Another important tool that I employ with team members to help assess who we are dealing with is the commitment/ activity table that I learned from Sandy Roth (Figure 2).5

This table identifies patient desirability. We all want committed, active patients, don’t we? On this particular table those are the 2’s with 2a being a more frequent client (possibly a periodontal/prosthetic maintenance patient) whereas a 2c is still a fabulous patient but seen in the practice a little less frequently (possibly an out of town patient). On the other hand we all have 0’s, don’t we! These are the patients that rarely attend and if and when they do it is usually for long overdue recare appointments or emergency care. Somewhere in-between these two extremes lies the grey area of the semi-committed patient. You know the type. These individuals have one foot in the practice and one foot out. This is a potentially scary relationship and situation to initiate any oral care with, especially that which is comprehensive in nature.

Where the table in Figure 2 has helped my dental team and I out is we spend the most time with the individuals that want to spend the most time with us and we clarify our relationships with those individuals that are uncertain or unclear of our services. This does not mean that we treat our patients differently. Au contre. We just adjust the amount of time and the comprehensiveness level of treatment to suit the patient’s commitment/activity level. Most importantly, we would never begin comprehensive oral rehabilitative care, for example, with anyone who is not on the same page as us. Comprehensive care requires a committed, loyal patient who enjoys coming to your office and who is on your side.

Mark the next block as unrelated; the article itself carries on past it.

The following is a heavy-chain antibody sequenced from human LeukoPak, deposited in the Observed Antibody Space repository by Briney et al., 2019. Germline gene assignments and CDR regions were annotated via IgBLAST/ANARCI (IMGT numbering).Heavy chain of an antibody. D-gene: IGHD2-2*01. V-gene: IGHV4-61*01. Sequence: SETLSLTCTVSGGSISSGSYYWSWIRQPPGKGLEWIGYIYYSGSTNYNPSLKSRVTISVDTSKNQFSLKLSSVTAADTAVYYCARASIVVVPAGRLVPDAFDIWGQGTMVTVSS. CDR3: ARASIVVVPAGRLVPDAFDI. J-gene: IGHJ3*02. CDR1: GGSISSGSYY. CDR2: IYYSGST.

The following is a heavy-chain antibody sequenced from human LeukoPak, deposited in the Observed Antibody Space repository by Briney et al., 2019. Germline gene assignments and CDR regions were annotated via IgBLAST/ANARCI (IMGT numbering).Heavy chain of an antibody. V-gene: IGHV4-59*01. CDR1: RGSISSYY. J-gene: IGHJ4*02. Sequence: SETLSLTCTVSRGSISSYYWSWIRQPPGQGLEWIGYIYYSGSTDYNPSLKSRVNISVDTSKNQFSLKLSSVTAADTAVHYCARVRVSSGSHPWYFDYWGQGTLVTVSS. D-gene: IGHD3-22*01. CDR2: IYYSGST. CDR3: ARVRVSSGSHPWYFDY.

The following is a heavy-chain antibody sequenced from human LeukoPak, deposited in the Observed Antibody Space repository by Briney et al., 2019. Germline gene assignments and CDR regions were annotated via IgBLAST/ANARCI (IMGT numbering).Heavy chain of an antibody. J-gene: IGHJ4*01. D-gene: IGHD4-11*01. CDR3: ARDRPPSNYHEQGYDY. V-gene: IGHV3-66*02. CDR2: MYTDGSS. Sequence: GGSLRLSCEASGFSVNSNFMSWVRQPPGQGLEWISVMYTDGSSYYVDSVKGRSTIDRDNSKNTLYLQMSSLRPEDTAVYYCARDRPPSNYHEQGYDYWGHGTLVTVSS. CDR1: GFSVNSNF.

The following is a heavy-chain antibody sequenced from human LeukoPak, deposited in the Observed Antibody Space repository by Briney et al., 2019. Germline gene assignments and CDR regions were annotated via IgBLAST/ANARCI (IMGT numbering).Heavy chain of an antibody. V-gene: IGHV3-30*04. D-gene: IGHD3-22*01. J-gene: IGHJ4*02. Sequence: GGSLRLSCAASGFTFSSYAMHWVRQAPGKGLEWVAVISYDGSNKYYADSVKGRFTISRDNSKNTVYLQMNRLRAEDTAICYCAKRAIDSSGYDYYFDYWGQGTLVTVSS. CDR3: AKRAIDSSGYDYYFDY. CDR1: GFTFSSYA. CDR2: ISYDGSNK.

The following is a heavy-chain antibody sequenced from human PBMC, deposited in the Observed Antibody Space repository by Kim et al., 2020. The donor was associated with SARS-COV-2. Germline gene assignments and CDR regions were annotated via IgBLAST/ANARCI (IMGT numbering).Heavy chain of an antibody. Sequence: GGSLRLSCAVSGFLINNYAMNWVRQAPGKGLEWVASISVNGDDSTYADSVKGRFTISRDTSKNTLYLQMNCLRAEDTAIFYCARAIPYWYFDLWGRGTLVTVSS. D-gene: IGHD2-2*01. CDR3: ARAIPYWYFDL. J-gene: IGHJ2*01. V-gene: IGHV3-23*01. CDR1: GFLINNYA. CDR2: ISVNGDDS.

Who are you dealing with? A committed active patient who you respect, understand, and want to help achieve the dentistry that they understand to be the best for them with today’s technology and protocols. And they feel the same way too about your team.

Further Suggested Reading and References:

  1. Boswell S. The mystery patient’s guide to gaining and retaining patients. Tulsa: Pennwell Pub; 1997.
  2. Racich MJ. The basic rules of oral rehabilitation. Markham: Palmeri Publishing; 2010.
  3. Racich MJ. The basic rules of facially generated treatment planning. Markham: Palmeri Publishing; 2013.
  4. Racich MJ. The basic rules of being a dental patient. Markham: Palmeri Publishing; 2016.
  5. Roth SR.


Tags:  Basic Rules  Consultation  Racich  Treatment 

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Basic Rule 6: Consult, Consult, Consult

Posted By Stephanie Wilhelm, Wednesday, November 21, 2018

 Basic Rule 6: Consult, Consult, Consult